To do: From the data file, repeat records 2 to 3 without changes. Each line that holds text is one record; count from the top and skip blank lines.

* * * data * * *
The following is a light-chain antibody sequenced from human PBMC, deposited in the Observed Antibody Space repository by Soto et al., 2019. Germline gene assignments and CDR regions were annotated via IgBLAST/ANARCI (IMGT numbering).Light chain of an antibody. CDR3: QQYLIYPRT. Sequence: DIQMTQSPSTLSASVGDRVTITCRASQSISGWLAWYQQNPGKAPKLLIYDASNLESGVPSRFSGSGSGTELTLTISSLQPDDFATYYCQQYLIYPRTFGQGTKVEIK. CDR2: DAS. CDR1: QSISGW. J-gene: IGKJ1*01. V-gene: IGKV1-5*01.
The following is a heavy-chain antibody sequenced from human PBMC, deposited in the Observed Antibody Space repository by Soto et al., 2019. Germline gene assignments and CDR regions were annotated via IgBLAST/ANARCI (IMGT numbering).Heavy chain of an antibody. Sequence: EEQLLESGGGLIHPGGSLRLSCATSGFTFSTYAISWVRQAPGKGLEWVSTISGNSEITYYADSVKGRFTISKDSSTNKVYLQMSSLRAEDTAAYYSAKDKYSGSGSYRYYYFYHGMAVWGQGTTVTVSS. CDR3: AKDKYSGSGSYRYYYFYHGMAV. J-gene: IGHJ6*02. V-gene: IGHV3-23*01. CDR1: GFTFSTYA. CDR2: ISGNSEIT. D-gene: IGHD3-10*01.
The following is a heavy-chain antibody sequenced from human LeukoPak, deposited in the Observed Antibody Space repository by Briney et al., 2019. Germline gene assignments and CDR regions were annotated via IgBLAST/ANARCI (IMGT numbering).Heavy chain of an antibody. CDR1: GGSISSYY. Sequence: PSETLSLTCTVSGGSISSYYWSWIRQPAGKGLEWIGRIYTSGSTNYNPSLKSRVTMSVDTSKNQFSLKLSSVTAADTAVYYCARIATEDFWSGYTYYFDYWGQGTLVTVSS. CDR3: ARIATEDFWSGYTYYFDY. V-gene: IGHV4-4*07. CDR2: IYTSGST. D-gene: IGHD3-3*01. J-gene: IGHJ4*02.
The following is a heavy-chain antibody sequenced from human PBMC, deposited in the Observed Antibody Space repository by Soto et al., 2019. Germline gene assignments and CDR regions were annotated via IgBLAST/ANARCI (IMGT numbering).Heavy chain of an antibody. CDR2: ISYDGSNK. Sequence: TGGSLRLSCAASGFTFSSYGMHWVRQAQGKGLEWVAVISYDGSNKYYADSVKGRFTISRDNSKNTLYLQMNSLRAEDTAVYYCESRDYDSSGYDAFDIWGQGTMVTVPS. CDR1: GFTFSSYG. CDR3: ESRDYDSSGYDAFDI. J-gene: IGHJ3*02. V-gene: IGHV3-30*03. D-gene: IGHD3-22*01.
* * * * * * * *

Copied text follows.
The following is a heavy-chain antibody sequenced from human PBMC, deposited in the Observed Antibody Space repository by Soto et al., 2019. Germline gene assignments and CDR regions were annotated via IgBLAST/ANARCI (IMGT numbering).Heavy chain of an antibody. Sequence: EEQLLESGGGLIHPGGSLRLSCATSGFTFSTYAISWVRQAPGKGLEWVSTISGNSEITYYADSVKGRFTISKDSSTNKVYLQMSSLRAEDTAAYYSAKDKYSGSGSYRYYYFYHGMAVWGQGTTVTVSS. CDR3: AKDKYSGSGSYRYYYFYHGMAV. J-gene: IGHJ6*02. V-gene: IGHV3-23*01. CDR1: GFTFSTYA. CDR2: ISGNSEIT. D-gene: IGHD3-10*01.
The following is a heavy-chain antibody sequenced from human LeukoPak, deposited in the Observed Antibody Space repository by Briney et al., 2019. Germline gene assignments and CDR regions were annotated via IgBLAST/ANARCI (IMGT numbering).Heavy chain of an antibody. CDR1: GGSISSYY. Sequence: PSETLSLTCTVSGGSISSYYWSWIRQPAGKGLEWIGRIYTSGSTNYNPSLKSRVTMSVDTSKNQFSLKLSSVTAADTAVYYCARIATEDFWSGYTYYFDYWGQGTLVTVSS. CDR3: ARIATEDFWSGYTYYFDY. V-gene: IGHV4-4*07. CDR2: IYTSGST. D-gene: IGHD3-3*01. J-gene: IGHJ4*02.